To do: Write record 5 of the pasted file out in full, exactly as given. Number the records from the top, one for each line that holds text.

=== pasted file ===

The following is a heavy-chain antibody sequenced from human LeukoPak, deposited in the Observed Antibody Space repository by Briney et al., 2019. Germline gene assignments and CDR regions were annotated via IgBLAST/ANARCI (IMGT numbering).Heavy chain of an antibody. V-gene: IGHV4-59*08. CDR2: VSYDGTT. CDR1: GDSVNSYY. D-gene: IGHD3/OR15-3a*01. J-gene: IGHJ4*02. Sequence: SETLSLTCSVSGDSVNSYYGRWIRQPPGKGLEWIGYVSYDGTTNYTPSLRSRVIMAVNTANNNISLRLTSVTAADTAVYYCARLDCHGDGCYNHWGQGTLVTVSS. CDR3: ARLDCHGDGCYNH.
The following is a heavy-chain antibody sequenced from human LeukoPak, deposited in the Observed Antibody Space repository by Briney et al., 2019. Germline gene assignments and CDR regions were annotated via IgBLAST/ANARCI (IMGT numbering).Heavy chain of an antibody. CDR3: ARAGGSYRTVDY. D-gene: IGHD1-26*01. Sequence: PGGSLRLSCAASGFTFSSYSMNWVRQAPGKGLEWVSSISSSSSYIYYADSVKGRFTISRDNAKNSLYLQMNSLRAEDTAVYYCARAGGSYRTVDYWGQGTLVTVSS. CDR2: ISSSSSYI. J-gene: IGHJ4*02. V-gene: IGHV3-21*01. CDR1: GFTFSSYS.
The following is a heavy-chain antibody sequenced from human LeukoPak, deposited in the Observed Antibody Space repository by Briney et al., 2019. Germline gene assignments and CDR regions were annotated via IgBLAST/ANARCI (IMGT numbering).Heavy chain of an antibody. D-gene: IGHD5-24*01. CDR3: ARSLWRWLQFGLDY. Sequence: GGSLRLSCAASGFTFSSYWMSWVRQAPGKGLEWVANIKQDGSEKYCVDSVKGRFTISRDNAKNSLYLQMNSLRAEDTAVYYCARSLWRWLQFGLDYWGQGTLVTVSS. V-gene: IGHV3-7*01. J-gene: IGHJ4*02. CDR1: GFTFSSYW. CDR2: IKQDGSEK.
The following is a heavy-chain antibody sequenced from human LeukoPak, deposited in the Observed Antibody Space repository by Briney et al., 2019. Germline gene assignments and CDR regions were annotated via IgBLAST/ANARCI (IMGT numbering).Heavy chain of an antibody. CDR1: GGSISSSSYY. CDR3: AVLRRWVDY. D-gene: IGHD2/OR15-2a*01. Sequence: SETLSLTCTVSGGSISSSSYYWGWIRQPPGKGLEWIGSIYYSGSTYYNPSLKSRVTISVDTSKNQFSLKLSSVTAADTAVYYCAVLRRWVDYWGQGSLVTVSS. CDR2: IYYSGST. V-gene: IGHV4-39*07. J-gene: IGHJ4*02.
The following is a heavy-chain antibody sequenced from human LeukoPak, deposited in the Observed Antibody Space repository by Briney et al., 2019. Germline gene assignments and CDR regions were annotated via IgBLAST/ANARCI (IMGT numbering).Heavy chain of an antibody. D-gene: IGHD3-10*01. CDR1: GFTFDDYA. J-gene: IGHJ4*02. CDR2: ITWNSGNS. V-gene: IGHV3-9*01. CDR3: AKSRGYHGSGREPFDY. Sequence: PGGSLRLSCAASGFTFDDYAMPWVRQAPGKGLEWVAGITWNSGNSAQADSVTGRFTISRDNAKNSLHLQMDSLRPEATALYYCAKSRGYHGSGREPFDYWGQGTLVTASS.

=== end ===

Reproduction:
The following is a heavy-chain antibody sequenced from human LeukoPak, deposited in the Observed Antibody Space repository by Briney et al., 2019. Germline gene assignments and CDR regions were annotated via IgBLAST/ANARCI (IMGT numbering).Heavy chain of an antibody. D-gene: IGHD3-10*01. CDR1: GFTFDDYA. J-gene: IGHJ4*02. CDR2: ITWNSGNS. V-gene: IGHV3-9*01. CDR3: AKSRGYHGSGREPFDY. Sequence: PGGSLRLSCAASGFTFDDYAMPWVRQAPGKGLEWVAGITWNSGNSAQADSVTGRFTISRDNAKNSLHLQMDSLRPEATALYYCAKSRGYHGSGREPFDYWGQGTLVTASS.